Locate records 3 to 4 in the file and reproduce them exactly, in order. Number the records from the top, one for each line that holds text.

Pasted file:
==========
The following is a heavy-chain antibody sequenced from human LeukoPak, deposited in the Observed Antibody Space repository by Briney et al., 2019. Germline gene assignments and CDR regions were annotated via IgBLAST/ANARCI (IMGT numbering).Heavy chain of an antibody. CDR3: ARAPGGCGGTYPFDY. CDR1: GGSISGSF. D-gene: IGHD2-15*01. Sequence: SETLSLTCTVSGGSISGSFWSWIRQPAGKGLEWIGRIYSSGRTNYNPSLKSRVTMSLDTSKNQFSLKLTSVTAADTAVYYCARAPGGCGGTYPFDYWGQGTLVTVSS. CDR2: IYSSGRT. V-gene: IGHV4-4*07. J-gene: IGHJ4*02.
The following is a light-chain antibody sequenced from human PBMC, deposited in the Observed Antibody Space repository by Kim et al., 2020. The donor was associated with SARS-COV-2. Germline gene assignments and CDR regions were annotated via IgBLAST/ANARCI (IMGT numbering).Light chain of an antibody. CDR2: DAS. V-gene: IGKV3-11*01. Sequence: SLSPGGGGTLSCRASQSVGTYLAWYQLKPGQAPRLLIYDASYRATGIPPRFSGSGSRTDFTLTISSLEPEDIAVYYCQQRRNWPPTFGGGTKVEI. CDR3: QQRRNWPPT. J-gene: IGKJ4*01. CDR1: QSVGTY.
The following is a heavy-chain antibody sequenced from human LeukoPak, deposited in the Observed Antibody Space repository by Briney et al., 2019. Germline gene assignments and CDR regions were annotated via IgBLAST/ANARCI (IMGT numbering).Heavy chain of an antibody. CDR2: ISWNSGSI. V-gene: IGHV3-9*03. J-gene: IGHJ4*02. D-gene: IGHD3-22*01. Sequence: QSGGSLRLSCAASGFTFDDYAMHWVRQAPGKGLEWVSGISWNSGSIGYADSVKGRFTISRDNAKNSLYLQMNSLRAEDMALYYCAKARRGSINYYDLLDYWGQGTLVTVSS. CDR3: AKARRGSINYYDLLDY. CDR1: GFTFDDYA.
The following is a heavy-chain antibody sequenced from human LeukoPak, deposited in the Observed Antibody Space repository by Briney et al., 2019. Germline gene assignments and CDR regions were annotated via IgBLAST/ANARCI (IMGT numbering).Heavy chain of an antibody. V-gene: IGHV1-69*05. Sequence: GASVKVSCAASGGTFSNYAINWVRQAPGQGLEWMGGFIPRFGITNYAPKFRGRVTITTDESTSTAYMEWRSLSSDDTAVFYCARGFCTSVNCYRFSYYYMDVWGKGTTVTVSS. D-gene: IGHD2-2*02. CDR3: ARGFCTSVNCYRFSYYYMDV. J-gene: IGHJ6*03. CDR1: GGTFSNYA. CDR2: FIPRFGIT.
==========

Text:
The following is a heavy-chain antibody sequenced from human LeukoPak, deposited in the Observed Antibody Space repository by Briney et al., 2019. Germline gene assignments and CDR regions were annotated via IgBLAST/ANARCI (IMGT numbering).Heavy chain of an antibody. CDR2: ISWNSGSI. V-gene: IGHV3-9*03. J-gene: IGHJ4*02. D-gene: IGHD3-22*01. Sequence: QSGGSLRLSCAASGFTFDDYAMHWVRQAPGKGLEWVSGISWNSGSIGYADSVKGRFTISRDNAKNSLYLQMNSLRAEDMALYYCAKARRGSINYYDLLDYWGQGTLVTVSS. CDR3: AKARRGSINYYDLLDY. CDR1: GFTFDDYA.
The following is a heavy-chain antibody sequenced from human LeukoPak, deposited in the Observed Antibody Space repository by Briney et al., 2019. Germline gene assignments and CDR regions were annotated via IgBLAST/ANARCI (IMGT numbering).Heavy chain of an antibody. V-gene: IGHV1-69*05. Sequence: GASVKVSCAASGGTFSNYAINWVRQAPGQGLEWMGGFIPRFGITNYAPKFRGRVTITTDESTSTAYMEWRSLSSDDTAVFYCARGFCTSVNCYRFSYYYMDVWGKGTTVTVSS. D-gene: IGHD2-2*02. CDR3: ARGFCTSVNCYRFSYYYMDV. J-gene: IGHJ6*03. CDR1: GGTFSNYA. CDR2: FIPRFGIT.